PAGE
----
In 1978, Irvin Kershner directed the ESP/Horror thriller THE EYES OF LAURA MARS, based on a screenplay by John Carpenter (HALLOWEEN).
George Lucas, who was a student of Kershner’s when he taught at the University of Southern California, chose him to direct the second STAR WARS film, THE EMPIRE STRIKES BACK. Irvin Kershner was able to give the film both a sense of continuity with the previous installment and a darker, more sophisticated visual touch.
Kershner was reunited with star Sean Connery again on the non-series James Bond film NEVER SAY NEVER AGAIN (1983, an updated remake of THUNDERBALL.
In 1990 he directed ROBOCOP 2, an action-packed sequel to the original, quite competent but not as satisfying as the first in the series.
After directing an episode of SEAQUEST DSV (aka SEAQUEST 2032) in 1993, he retired from the film business.
Picking up the nickname “Kersh” during EMPIRE, Irvin Kershner was apparently a well-liked man among his fellow filmmakers, and certainly a memorable director for genre fans.
Born in the North West Territory of Canada, he attended Toronto’s Academy of Radio Arts before moving to New York and joining The Neighborhood Playhouse. Soon he became a regular performer in live television, including a number of science fiction-themed shows.
Among the live performances were OUT THERE (1951), LIGHTS OUT, SUSPENSE, and several episodes of TALES OF TOMORROW (1952-53). In one of the TALES shows, Appointment on Mars, Nielsen’s astronaut character was supposed to shoot another (played by Brian Keith). However, the prop gun refused to fire its blanks during the live program, so he was forced to rush his adversary and strangle him instead.
His powerful voice and leading man looks lent Leslie Nielsen an air of authority, making him a natural for FORBIDDEN PLANET’s serious-minded skipper of the United Planet’s Cruiser C57D. Nielsen invested the stock character with a touch of quiet humor in lighter situations and a sense of at-times barely-controlled fury at the strange predicament that imperils his ship and crew.
For Walt Disney’s Wonderful World of Color, Nielsen played Col. Francis Marion in the eight-part THE SWAMP FOX, based on the historical figure, who was an originator of the use of intelligence-gathering and guerilla tactics during the Revolutionary War.
He appeared in episodes of THRILLER and ALFRED HITCHCOCK PRESENTS, starred as modern policeman Lt. Price Adams in THE NEW BREED (1961-62).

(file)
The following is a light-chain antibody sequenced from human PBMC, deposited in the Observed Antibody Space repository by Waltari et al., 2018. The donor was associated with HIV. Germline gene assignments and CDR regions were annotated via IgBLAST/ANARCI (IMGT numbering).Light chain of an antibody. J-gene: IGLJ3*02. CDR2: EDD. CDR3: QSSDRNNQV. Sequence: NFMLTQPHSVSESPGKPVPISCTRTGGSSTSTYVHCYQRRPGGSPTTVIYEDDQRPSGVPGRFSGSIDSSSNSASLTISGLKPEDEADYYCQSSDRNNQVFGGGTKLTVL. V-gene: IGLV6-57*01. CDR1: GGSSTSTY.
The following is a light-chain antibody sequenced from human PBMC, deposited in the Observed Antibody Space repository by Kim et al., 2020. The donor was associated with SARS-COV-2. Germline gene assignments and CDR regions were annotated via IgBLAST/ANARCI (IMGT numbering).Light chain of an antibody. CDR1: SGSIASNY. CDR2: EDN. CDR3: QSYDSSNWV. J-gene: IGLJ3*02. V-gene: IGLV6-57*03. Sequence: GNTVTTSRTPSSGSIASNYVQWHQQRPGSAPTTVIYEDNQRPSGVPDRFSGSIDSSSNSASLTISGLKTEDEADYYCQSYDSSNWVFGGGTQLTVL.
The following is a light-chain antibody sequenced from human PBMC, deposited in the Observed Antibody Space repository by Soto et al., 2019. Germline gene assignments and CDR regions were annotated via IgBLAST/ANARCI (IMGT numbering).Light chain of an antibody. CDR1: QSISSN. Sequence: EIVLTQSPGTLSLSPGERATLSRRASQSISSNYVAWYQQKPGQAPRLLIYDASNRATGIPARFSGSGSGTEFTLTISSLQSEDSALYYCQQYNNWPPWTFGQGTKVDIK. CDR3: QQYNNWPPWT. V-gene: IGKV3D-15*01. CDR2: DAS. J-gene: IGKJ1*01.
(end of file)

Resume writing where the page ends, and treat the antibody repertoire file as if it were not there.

In 1965, he played 19th century occult detective Brett Kingsford in DARK INTRUDER, originally planned as a supernatural mystery series to be called THE BLACK CLOAK. Not picked up by a network, Universal released it as a feature film.
During the 60’s and 70’s Leslie Nielsen appeared on many TV shows, often playing straightforward or ruthlessly corrupt authority figures. SF/Fantasy shows included VOYAGE TO THE BOTTOM OF THE SEA, WILD WILD WEST, and THE MAN FROM U.N.C.L.E.
TV Movies NIGHT SLAVES, THE AQUARIANS, HAUSER’S MEMORY (all 1970) shared some SF slant. Nielsen guested in two episodes of the supernatural anthology THE EVIL TOUCH (1973-74), played a recurring adversary for Caine in KUNG FU, and faced off against a bear in the ecological SF flick DAY OF THE ANIMALS (1977).
Leslie Nielsen visited FANTASY ISLAND three times (1978-80) before spoofing his screen image in AIRPLANE. He brought a deadpan delivery of nonsensical dialog as Dr. Rumack in the 1980 film, a chance to show off his real-life sense of humor and love of the absurd.
This film would lead to a short-lived TV series POLICE SQUAD! as the disconnected from reality Detective Frank Drebbin, later spun off into the NAKED GUN films, and eventually other thick-headed characters in comedies such as THE CREATURE WASN’T NICE and DRACULA: DEAD AND LOVING IT.
He also appeared in horror movies PROM NIGHT (1980) and CREEPSHOW (1982), and horror spoofs REPOSSESSED (1990), and SCARY MOVIE 3 & 4.
Leslie Nielsen is sure to be missed, by several generations of TV and Movie viewers, and fans of both genre and mainstream entertainment.